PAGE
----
Inside Airbus’ new A350 NPS interior mockup, with ten front seatsRunway Girl

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TOULOUSE — Continued our deepening interview last month with Airbus leaders around the New Production Standard variant for the aircraft manufacturer’s A350 twinjet, Runway Girl Network journalists were granted exclusive access to the Airbus Mockup Center, where the aircraft manufacturer’s A350 cabin – and external galley mockups – showcase the new NPS seating area with ten-seater seating, galleys and exposed toilets. After spending about an hour with Airbus’ passenger experience managers in mockups, without photos, there’s a lot to consider.

There is good news from a kitchen and toilet perspective. The work Airbus has done to add extra work and storage space is excellent, and the flight attendants and catering designers – from the front to the back of the plane – should be pleased.

The option of a larger lavatory in front of Gate 1L is also good news for premium class passengers and, potentially, wheelchair users and passengers with reduced mobility. It could even allow Airbus to offer properly accessible toilets. And an extra four inches of cabin width is also a bonus for economy class and premium business class, although it’s worth noting that no new seat options taking advantage of NPS width were featured.

But clearly the biggest appeal of – and main driver of – this NPS aircraft variant is how the re-sculpted sidewalls allow for a slightly less uncomfortable experience in the economy 3-4-3 ten-abreast configuration, which n was previously only used by low-cost carriers like French bee and Air Caraïbes.

At first glance, few people outside the industry will notice a big difference in the sidewalls. The frames are changed so much that only the most attentive experts would notice a difference apart from the optional electrically dimmable windows. (Those are fine: your author usually doesn’t like the idea because flight attendants have a disappointing tendency to slam them to black when they want passengers to fall asleep and stop bothering them, but they become at least very dark and are easily swapped out if they fail.)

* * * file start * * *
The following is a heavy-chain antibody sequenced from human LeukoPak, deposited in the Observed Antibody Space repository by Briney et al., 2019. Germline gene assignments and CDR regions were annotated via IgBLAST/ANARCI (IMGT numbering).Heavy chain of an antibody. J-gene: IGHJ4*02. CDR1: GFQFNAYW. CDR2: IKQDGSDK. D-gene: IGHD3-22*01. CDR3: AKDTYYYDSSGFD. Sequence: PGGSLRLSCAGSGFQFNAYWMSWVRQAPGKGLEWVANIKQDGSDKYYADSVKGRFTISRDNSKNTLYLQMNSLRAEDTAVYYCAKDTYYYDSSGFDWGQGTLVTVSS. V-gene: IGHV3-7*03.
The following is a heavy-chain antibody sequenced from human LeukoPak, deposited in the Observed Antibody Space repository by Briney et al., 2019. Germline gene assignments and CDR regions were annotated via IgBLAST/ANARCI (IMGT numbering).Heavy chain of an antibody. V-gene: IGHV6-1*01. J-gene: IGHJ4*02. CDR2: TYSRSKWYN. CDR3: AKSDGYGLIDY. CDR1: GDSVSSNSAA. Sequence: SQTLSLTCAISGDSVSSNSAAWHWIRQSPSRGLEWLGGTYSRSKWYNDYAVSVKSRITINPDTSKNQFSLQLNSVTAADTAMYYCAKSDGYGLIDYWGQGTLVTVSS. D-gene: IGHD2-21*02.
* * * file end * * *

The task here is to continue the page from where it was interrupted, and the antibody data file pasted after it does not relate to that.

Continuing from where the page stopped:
Overall, the cabin engineering is impressive and the extra four inches will be welcome in economy class, making the economy experience of the nine-abreast A350 even better.

Airbus claims a 4″ wider cabin on board the NPS A350s. Photo: Airbus

But it’s the 3-4-3 that’s causing this, not a more comfortable 3-3-3 experience. Airbus has designed and managed this in a way that enhances the experience for low-cost airlines, although ten abreast on an A350 still can’t be considered a product suitable for a full-service carrier at a price of full service.

In terms of seats, Airbus offers half a dozen budget options in the mock-up, including full products from the usual seat-maker suspects, and comfort levels varied between them in the way we expected: the most complete seats with advanced kinematics and shin space sculpting. were unsurprisingly much more comfortable than more basic products without these technical advantages.

In the cabin, and provided we were talking about 1-2 rows of each seat vendor’s product with gaps – so the cabin inherently felt a bit odd – the rows of seats looked surprisingly normal, more so than expected.

We note, with some interest, that no rows of nine seats abreast were installed on the aircraft, so direct comparisons were not available – either to us or to the airline executives who look at the new seats.